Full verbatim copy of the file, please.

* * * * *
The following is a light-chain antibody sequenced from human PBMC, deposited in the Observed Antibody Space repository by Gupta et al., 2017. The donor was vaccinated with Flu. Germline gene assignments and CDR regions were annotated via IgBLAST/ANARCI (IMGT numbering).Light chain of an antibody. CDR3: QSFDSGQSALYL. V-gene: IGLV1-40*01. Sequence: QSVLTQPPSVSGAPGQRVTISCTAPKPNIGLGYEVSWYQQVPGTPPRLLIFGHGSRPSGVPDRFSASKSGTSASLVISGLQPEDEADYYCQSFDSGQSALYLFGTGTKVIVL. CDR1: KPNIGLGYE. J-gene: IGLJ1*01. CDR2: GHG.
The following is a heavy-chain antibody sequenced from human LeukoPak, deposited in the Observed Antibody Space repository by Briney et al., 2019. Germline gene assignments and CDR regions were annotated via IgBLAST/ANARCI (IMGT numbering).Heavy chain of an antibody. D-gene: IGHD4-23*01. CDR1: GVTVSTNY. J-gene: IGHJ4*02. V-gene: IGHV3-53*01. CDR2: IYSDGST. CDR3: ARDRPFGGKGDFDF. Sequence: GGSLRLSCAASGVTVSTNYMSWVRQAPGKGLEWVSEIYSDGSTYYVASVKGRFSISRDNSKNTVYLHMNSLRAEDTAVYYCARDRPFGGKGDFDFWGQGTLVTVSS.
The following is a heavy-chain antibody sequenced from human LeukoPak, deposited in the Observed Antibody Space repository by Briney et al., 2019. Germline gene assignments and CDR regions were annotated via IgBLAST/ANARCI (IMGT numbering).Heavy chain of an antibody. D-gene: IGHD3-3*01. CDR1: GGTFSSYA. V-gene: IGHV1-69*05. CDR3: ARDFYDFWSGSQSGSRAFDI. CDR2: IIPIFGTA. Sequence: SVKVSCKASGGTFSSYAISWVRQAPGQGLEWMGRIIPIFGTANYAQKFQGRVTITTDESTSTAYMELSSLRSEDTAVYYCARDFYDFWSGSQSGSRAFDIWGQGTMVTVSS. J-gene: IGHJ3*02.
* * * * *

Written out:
The following is a light-chain antibody sequenced from human PBMC, deposited in the Observed Antibody Space repository by Gupta et al., 2017. The donor was vaccinated with Flu. Germline gene assignments and CDR regions were annotated via IgBLAST/ANARCI (IMGT numbering).Light chain of an antibody. CDR3: QSFDSGQSALYL. V-gene: IGLV1-40*01. Sequence: QSVLTQPPSVSGAPGQRVTISCTAPKPNIGLGYEVSWYQQVPGTPPRLLIFGHGSRPSGVPDRFSASKSGTSASLVISGLQPEDEADYYCQSFDSGQSALYLFGTGTKVIVL. CDR1: KPNIGLGYE. J-gene: IGLJ1*01. CDR2: GHG.
The following is a heavy-chain antibody sequenced from human LeukoPak, deposited in the Observed Antibody Space repository by Briney et al., 2019. Germline gene assignments and CDR regions were annotated via IgBLAST/ANARCI (IMGT numbering).Heavy chain of an antibody. D-gene: IGHD4-23*01. CDR1: GVTVSTNY. J-gene: IGHJ4*02. V-gene: IGHV3-53*01. CDR2: IYSDGST. CDR3: ARDRPFGGKGDFDF. Sequence: GGSLRLSCAASGVTVSTNYMSWVRQAPGKGLEWVSEIYSDGSTYYVASVKGRFSISRDNSKNTVYLHMNSLRAEDTAVYYCARDRPFGGKGDFDFWGQGTLVTVSS.
The following is a heavy-chain antibody sequenced from human LeukoPak, deposited in the Observed Antibody Space repository by Briney et al., 2019. Germline gene assignments and CDR regions were annotated via IgBLAST/ANARCI (IMGT numbering).Heavy chain of an antibody. D-gene: IGHD3-3*01. CDR1: GGTFSSYA. V-gene: IGHV1-69*05. CDR3: ARDFYDFWSGSQSGSRAFDI. CDR2: IIPIFGTA. Sequence: SVKVSCKASGGTFSSYAISWVRQAPGQGLEWMGRIIPIFGTANYAQKFQGRVTITTDESTSTAYMELSSLRSEDTAVYYCARDFYDFWSGSQSGSRAFDIWGQGTMVTVSS. J-gene: IGHJ3*02.